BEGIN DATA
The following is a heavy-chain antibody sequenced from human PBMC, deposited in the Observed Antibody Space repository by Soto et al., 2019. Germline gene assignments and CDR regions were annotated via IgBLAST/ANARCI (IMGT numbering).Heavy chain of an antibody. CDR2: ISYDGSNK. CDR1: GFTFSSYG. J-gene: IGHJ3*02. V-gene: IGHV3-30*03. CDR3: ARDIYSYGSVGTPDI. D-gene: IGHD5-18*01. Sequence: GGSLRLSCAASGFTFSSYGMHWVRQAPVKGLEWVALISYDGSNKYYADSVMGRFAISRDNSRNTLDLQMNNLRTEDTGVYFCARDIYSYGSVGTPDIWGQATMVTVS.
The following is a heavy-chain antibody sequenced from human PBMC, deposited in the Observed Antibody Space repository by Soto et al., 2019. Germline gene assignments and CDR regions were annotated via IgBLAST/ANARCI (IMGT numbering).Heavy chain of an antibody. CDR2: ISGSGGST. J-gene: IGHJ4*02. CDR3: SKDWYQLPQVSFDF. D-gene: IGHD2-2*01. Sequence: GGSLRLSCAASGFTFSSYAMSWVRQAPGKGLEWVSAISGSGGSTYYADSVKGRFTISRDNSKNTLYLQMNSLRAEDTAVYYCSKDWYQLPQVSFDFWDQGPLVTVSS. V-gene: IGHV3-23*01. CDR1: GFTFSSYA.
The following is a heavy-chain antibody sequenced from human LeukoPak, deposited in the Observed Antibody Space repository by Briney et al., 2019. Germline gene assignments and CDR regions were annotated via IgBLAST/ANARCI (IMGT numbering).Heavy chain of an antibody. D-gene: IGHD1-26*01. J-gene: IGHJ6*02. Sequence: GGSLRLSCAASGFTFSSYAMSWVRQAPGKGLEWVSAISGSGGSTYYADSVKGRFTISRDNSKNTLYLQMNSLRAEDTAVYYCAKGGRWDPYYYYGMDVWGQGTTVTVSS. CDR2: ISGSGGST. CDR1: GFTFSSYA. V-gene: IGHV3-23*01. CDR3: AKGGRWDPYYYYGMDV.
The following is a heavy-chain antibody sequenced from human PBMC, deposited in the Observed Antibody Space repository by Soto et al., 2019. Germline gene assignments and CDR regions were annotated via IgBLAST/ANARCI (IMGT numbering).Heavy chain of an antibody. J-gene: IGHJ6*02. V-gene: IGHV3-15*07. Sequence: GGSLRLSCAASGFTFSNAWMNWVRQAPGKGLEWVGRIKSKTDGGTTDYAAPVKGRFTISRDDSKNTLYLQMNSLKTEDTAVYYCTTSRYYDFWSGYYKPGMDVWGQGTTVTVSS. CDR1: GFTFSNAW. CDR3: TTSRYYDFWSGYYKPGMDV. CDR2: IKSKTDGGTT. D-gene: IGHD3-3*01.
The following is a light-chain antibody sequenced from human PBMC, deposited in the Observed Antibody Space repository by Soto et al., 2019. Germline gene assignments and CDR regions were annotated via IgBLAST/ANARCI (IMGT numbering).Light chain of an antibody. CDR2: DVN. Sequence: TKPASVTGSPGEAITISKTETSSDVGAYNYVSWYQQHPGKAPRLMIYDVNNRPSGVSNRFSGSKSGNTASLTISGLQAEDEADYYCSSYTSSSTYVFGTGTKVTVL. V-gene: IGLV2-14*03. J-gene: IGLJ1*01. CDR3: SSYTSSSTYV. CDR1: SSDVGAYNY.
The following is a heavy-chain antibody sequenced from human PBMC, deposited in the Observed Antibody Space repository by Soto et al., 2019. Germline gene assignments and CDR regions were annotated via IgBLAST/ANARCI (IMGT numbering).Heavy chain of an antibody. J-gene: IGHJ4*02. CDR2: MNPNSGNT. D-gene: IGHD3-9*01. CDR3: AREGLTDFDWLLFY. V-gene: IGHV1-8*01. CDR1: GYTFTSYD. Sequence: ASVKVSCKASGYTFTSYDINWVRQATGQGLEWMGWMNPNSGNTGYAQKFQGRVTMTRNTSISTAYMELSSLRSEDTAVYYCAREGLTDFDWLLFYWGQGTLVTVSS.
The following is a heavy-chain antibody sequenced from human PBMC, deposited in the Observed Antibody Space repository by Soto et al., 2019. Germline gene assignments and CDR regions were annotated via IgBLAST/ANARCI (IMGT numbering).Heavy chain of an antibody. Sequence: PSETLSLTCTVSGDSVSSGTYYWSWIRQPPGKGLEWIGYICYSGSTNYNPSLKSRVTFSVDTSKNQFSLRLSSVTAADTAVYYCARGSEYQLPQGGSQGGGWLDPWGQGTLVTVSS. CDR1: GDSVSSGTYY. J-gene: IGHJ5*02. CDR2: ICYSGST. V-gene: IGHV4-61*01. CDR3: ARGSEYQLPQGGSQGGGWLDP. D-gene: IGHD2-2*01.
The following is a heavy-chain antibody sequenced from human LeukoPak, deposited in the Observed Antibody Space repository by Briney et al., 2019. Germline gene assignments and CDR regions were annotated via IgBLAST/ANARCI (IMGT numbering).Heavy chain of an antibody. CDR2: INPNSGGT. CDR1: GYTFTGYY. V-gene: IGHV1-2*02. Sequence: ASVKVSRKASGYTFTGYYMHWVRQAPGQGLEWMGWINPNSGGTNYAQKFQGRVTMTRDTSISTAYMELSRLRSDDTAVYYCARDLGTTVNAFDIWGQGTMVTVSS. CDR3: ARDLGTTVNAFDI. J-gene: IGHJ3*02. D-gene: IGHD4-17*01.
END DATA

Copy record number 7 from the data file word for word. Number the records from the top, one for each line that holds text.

The following is a heavy-chain antibody sequenced from human PBMC, deposited in the Observed Antibody Space repository by Soto et al., 2019. Germline gene assignments and CDR regions were annotated via IgBLAST/ANARCI (IMGT numbering).Heavy chain of an antibody. Sequence: PSETLSLTCTVSGDSVSSGTYYWSWIRQPPGKGLEWIGYICYSGSTNYNPSLKSRVTFSVDTSKNQFSLRLSSVTAADTAVYYCARGSEYQLPQGGSQGGGWLDPWGQGTLVTVSS. CDR1: GDSVSSGTYY. J-gene: IGHJ5*02. CDR2: ICYSGST. V-gene: IGHV4-61*01. CDR3: ARGSEYQLPQGGSQGGGWLDP. D-gene: IGHD2-2*01.